The army tries and has a policy of posting married officer couples together, but it is not always possible to accommodate personal growth and ambitions as well as organisational interests and requirements. Though it was tough to be posted alone in a station with young kids and balance a busy speciality such as gynaecology, I have rarely cribbed about the duties and frequent transfers alone. I felt it was my choice to join the forces and while I loved being posted together with my husband, I never thought of it as a matter of right.
A word about the tremendous bonhomie and camaraderie that is an integral part of army life would not be amiss here. As separation from spouses is a very common occurrence given the exigencies of service life, there is a very tight knit family of friends and more so of the members of a single unit. A large part of my life in the army has been that of an army officer’s wife and that has taught me how an extended family can function as one family. There is no limit to what your true friends will do for you. It is an element of life that I miss even today.
I’ve often been asked how it has been to work in a male dominated profession. It has its challenges, but for the most part, it has been a friendly atmosphere. If one pulls one’s own weight as far as duties and responsibilities are concerned, my family has been as supportive as they could be when I had a genuine problem with a particular assignment that clashed with my duties as a wife and mother. One of the sore points is that ladies do find it difficult to do duties away from home. I had created enough of a support system at home, so I could do most of such duties at my own pace.
Asking for postings with my husband to keep my family together required me to give a career certificate, which may have affected my career graph at certain points in time, but that has been my choice and I have no regrets. I retired as a brigadier and as the professor and HOD of the gynaecology department at AFMC , which was the crowning glory, to my way of thinking and I’m glad to have achieved that.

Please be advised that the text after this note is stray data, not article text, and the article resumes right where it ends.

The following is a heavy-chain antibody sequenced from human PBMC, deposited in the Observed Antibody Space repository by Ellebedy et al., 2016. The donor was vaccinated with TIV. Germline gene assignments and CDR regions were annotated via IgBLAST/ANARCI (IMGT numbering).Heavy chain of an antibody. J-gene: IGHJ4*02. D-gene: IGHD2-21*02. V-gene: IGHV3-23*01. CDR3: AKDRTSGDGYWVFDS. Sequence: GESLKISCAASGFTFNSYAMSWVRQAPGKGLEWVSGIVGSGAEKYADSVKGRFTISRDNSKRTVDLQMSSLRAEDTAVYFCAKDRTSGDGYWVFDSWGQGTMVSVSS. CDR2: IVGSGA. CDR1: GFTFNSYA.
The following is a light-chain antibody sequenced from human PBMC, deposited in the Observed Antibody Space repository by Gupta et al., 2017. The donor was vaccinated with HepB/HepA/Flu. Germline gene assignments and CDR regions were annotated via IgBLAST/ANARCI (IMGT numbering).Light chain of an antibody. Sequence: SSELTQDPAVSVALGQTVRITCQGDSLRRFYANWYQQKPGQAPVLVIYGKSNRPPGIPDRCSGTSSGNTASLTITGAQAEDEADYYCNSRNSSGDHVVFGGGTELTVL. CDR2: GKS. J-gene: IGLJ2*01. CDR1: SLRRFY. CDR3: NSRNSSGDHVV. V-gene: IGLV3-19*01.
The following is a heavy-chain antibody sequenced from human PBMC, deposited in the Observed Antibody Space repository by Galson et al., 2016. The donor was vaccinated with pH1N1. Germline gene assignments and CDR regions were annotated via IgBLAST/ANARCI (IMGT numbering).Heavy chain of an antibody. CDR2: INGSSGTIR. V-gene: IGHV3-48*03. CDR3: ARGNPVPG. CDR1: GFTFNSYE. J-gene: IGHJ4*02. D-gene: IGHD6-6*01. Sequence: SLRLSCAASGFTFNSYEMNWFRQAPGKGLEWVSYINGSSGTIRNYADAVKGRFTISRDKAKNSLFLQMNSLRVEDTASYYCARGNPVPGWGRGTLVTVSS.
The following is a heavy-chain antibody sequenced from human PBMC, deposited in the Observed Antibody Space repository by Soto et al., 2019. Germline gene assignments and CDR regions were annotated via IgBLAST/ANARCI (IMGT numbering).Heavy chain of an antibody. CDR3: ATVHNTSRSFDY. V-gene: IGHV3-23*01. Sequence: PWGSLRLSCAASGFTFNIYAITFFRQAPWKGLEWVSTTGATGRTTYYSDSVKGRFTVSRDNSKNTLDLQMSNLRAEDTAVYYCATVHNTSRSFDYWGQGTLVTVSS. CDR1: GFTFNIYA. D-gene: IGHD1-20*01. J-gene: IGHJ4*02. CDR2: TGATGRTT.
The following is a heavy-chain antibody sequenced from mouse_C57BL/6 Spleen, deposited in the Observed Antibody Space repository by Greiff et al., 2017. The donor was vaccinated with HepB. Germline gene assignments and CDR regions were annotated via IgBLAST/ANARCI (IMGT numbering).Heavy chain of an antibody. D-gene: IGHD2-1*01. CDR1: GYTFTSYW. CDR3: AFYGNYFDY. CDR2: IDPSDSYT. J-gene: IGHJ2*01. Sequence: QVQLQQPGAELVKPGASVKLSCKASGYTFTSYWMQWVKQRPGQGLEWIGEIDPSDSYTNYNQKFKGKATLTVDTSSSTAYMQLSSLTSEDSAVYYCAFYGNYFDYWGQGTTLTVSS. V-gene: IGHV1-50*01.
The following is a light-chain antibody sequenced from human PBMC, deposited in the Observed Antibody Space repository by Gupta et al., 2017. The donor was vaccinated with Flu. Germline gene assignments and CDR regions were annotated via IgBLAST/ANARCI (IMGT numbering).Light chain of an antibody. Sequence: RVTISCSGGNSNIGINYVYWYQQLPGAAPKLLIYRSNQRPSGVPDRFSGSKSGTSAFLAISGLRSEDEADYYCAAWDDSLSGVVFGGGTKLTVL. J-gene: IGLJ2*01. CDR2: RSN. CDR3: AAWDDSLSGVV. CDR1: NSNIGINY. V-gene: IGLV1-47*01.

My kids were encouraged to follow their dreams, and my son, Rohan, who is an engineer, won a national video game jam, and is presently following a career in making video games at a leading game production house. .
My daughter Apoorva has an avid interest in horse-riding, and now has a Bachelor in Mass Media from Mumbai University. She has chosen creative writing as her career, and is starting her own career at present as an professional advertising writer. I’ve loved reading and writing, and indulging in this hobby was also part of my own dreams. I paint and cook, too. Cooking is a stress buster, and a way to connect the dots at the family dinner table.
I write on a few platforms including Women’s Web, and my blog Ripples and Reflections, too, is fairly successful in garnering views and readership. I won an award from Women’s Web too and keep having my own little moments in winning flash fiction and several other prompts on various platforms.
I’ve been a single parent for a very large part of my parenting life, mostly because my husband’s work as an artillery officer in the Indian army kept him away from home very, very often. Yet we, as a family, have a very strong emotional bonding, and I like to think we have a great connect which includes my talented and beautiful brand new daughter-in-law, Ann.
Presently, I am working as a senior consultant and HOD at a private hospital in Kerala, and I’m finding my feet in a new phase of life. But what I’ve imbibed from the army can never go away from my psyche.
All in all, I feel I’ve followed my own dreams with a few compromises, and helped my spouse and children achieve theirs, too, and that is what makes me happy, proud, and most importantly, content.